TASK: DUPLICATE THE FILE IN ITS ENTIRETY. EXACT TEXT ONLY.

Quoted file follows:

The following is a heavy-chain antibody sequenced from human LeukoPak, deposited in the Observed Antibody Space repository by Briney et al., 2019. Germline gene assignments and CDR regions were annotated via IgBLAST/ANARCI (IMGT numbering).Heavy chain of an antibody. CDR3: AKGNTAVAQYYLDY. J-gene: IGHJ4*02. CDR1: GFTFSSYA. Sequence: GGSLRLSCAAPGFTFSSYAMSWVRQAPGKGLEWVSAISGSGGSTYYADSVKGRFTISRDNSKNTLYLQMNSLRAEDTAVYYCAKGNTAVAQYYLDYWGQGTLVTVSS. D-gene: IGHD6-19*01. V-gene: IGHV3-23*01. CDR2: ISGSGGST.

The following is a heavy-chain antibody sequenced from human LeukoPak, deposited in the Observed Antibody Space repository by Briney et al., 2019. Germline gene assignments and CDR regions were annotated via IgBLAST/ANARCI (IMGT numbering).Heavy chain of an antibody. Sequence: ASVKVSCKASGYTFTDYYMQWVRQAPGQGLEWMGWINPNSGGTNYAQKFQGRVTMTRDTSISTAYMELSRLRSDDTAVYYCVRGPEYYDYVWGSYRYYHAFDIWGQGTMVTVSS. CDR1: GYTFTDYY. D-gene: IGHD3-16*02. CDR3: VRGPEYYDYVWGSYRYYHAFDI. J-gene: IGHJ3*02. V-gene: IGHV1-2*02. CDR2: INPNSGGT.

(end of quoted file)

The following is a heavy-chain antibody sequenced from human LeukoPak, deposited in the Observed Antibody Space repository by Briney et al., 2019. Germline gene assignments and CDR regions were annotated via IgBLAST/ANARCI (IMGT numbering).Heavy chain of an antibody. CDR3: AKGNTAVAQYYLDY. J-gene: IGHJ4*02. CDR1: GFTFSSYA. Sequence: GGSLRLSCAAPGFTFSSYAMSWVRQAPGKGLEWVSAISGSGGSTYYADSVKGRFTISRDNSKNTLYLQMNSLRAEDTAVYYCAKGNTAVAQYYLDYWGQGTLVTVSS. D-gene: IGHD6-19*01. V-gene: IGHV3-23*01. CDR2: ISGSGGST.

The following is a heavy-chain antibody sequenced from human LeukoPak, deposited in the Observed Antibody Space repository by Briney et al., 2019. Germline gene assignments and CDR regions were annotated via IgBLAST/ANARCI (IMGT numbering).Heavy chain of an antibody. Sequence: ASVKVSCKASGYTFTDYYMQWVRQAPGQGLEWMGWINPNSGGTNYAQKFQGRVTMTRDTSISTAYMELSRLRSDDTAVYYCVRGPEYYDYVWGSYRYYHAFDIWGQGTMVTVSS. CDR1: GYTFTDYY. D-gene: IGHD3-16*02. CDR3: VRGPEYYDYVWGSYRYYHAFDI. J-gene: IGHJ3*02. V-gene: IGHV1-2*02. CDR2: INPNSGGT.